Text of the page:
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Alitalia has little to no choice here. It can take comfort by seeing what similar cuts did at Iberia in Spain.
“Etihad is inflexible on this (job cuts),” Gabriele Del Torchio was quoted as saying.
Alitalia and Etihad have been in talks since December, but a deal has so far proved elusive due to Italy’s reluctance to bow to Etihad’s demands for job cuts and a restructuring of the Italian airline’s debt.
Italy’s Labour Minister Giuliano Poletti said last week job cuts could be as high as 2,500 and Alitalia management is due to meet trade unions on Thursday.
La Repubblica reported Del Torchio as saying Etihad had asked the creditor banks to write off 30 percent of the airline’s debt and convert the rest into equity.
“I don’t think there are big problems on the horizon on this one,” he was quoted as saying.
Etihad still needs to secure an agreement with Alitalia’s creditors led by Italy’s two biggest banks, Intesa Sanpaolo and UniCredit, on how to restructure around 700 million euros ($953 million) of debt.
Italian media over the weekend reported UniCredit’s chief executive Federico Ghizzoni as saying Etihad’s requests were hard to meet but he was confident a deal could be reached.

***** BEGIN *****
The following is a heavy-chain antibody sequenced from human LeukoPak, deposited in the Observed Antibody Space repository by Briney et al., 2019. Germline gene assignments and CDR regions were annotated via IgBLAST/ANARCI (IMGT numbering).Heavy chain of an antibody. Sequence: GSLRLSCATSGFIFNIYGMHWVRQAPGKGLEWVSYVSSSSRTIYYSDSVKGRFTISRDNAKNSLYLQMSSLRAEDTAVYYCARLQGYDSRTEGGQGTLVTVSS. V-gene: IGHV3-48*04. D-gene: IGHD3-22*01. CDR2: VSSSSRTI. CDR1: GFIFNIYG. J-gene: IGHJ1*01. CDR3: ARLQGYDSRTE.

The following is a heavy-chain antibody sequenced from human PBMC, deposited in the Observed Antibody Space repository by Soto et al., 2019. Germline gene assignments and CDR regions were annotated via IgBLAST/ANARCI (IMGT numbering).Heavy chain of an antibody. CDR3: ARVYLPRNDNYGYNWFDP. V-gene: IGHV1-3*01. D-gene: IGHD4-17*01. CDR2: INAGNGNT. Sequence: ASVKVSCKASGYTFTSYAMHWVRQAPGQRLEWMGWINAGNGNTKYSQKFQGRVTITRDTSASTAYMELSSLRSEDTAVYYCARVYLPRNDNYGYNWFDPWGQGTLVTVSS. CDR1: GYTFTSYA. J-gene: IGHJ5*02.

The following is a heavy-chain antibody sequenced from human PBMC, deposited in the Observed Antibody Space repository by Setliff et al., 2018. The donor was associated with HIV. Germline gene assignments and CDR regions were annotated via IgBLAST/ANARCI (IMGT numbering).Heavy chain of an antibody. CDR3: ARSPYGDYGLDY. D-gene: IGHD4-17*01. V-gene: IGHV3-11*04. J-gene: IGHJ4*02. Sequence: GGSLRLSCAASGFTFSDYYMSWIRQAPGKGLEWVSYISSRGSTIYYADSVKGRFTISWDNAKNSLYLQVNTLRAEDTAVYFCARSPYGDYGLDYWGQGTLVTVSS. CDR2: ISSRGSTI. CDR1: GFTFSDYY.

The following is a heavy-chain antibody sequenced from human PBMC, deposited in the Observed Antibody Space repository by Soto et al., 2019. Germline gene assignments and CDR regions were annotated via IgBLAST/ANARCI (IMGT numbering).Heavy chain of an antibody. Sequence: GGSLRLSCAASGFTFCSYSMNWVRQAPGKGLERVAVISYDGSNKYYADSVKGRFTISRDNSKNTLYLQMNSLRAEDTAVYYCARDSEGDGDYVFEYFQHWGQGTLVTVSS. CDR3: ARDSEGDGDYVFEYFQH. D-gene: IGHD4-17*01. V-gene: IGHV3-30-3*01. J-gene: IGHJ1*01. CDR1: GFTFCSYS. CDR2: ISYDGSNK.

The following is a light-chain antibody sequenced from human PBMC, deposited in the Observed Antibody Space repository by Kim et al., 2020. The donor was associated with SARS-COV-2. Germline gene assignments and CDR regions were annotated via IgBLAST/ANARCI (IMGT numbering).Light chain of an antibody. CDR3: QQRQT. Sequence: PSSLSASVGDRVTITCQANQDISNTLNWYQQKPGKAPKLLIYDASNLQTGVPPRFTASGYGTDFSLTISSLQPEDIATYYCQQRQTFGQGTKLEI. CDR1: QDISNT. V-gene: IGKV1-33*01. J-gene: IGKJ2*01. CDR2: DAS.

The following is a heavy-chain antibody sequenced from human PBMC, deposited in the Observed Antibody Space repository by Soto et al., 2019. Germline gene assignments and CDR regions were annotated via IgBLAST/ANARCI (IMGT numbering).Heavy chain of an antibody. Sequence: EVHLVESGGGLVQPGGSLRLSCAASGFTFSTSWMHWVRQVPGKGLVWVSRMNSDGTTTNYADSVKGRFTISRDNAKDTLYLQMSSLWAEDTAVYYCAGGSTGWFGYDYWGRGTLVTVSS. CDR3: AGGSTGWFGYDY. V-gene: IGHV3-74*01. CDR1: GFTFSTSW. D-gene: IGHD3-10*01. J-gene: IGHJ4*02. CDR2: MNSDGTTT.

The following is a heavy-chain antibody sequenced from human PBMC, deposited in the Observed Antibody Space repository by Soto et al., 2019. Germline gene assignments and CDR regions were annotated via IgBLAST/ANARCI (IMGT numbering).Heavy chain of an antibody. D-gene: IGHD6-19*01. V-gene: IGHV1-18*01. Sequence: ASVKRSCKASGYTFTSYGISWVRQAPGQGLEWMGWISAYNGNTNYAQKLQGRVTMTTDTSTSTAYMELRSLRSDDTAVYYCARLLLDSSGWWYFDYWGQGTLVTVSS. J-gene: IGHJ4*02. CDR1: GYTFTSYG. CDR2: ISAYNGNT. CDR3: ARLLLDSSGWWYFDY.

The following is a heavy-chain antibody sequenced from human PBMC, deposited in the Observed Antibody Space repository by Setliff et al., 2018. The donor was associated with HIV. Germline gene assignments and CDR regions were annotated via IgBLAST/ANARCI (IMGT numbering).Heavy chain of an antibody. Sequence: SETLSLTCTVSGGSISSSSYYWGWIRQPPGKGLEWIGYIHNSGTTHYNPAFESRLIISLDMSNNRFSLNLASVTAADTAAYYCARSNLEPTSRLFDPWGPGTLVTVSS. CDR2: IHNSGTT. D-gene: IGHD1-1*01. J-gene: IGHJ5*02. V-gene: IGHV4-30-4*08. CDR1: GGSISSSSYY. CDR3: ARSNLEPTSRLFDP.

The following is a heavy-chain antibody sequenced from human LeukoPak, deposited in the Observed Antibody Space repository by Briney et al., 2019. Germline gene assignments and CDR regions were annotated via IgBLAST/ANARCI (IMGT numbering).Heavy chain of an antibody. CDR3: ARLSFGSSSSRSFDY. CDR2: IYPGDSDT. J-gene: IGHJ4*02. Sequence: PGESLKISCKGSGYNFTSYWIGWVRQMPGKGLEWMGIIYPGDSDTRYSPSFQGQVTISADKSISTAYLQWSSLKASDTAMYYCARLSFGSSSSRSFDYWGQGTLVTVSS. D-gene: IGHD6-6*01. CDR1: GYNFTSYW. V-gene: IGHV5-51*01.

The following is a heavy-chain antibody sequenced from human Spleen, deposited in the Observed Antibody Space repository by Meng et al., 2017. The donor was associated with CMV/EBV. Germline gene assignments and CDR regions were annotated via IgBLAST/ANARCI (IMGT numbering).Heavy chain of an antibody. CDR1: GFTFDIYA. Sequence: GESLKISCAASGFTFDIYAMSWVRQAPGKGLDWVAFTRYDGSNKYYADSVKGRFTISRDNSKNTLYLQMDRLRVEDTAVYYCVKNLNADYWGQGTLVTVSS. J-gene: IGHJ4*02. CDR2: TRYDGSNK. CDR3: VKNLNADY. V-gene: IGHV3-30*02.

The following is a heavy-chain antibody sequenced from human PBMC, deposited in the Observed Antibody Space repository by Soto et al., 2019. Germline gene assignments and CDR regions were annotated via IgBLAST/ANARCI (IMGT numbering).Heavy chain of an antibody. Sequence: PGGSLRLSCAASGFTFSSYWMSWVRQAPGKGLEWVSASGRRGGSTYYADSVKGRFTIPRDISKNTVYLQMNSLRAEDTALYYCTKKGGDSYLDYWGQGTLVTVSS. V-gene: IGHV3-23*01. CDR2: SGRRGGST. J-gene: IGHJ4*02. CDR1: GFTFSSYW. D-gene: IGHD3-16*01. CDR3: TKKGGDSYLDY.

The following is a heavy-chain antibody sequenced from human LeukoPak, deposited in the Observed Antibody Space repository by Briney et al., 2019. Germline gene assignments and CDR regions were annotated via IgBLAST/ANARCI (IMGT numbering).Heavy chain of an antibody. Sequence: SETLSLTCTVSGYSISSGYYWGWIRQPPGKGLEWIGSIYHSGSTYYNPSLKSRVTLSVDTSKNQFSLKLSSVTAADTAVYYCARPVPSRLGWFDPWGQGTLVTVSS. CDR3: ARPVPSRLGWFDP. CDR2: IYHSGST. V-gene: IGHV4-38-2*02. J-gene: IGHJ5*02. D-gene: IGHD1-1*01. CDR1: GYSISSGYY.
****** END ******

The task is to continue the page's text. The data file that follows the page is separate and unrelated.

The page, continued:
Del Torchio said in a separate interview in Il Messaggero on Sunday that he hoped a preliminary “document” for a deal with Etihad could be drawn up at an Alitalia board meeting on Friday.
Asked when a final deal might be reached he said: “In July, I hope, with the signing of the contract.”
Del Torchio said Alitalia’s current controlling shareholder group CAI would hold a stake of 51-55 percent in the new Alitalia created after the deal. Etihad would have 45-49 percent.
All pending legal cases involving the Italian airline would end up in an “Old Alitalia” vehicle, he said.
With Alitalia expected to run out of cash by August, sources familiar with the matter have said the company, the Italian government and unions have little choice but to accept a deal on Etihad’s terms.
(Reporting by Stephen Jewkes; Editing by Greg Mahlich)